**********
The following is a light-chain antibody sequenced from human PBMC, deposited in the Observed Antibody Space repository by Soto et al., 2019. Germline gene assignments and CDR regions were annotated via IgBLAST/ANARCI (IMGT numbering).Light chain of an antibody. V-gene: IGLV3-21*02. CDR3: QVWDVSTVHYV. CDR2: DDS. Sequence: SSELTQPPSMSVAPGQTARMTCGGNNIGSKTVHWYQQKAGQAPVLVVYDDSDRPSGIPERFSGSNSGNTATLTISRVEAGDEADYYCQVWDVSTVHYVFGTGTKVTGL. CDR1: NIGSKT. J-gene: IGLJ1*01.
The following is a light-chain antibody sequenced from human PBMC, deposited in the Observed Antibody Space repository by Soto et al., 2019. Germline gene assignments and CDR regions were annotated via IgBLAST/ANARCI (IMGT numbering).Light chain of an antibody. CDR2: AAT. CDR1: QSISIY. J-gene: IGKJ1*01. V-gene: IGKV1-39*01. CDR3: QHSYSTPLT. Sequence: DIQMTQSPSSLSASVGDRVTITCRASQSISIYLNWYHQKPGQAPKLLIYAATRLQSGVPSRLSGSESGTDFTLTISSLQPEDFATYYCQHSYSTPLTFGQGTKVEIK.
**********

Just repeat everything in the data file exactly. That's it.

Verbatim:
The following is a light-chain antibody sequenced from human PBMC, deposited in the Observed Antibody Space repository by Soto et al., 2019. Germline gene assignments and CDR regions were annotated via IgBLAST/ANARCI (IMGT numbering).Light chain of an antibody. V-gene: IGLV3-21*02. CDR3: QVWDVSTVHYV. CDR2: DDS. Sequence: SSELTQPPSMSVAPGQTARMTCGGNNIGSKTVHWYQQKAGQAPVLVVYDDSDRPSGIPERFSGSNSGNTATLTISRVEAGDEADYYCQVWDVSTVHYVFGTGTKVTGL. CDR1: NIGSKT. J-gene: IGLJ1*01.
The following is a light-chain antibody sequenced from human PBMC, deposited in the Observed Antibody Space repository by Soto et al., 2019. Germline gene assignments and CDR regions were annotated via IgBLAST/ANARCI (IMGT numbering).Light chain of an antibody. CDR2: AAT. CDR1: QSISIY. J-gene: IGKJ1*01. V-gene: IGKV1-39*01. CDR3: QHSYSTPLT. Sequence: DIQMTQSPSSLSASVGDRVTITCRASQSISIYLNWYHQKPGQAPKLLIYAATRLQSGVPSRLSGSESGTDFTLTISSLQPEDFATYYCQHSYSTPLTFGQGTKVEIK.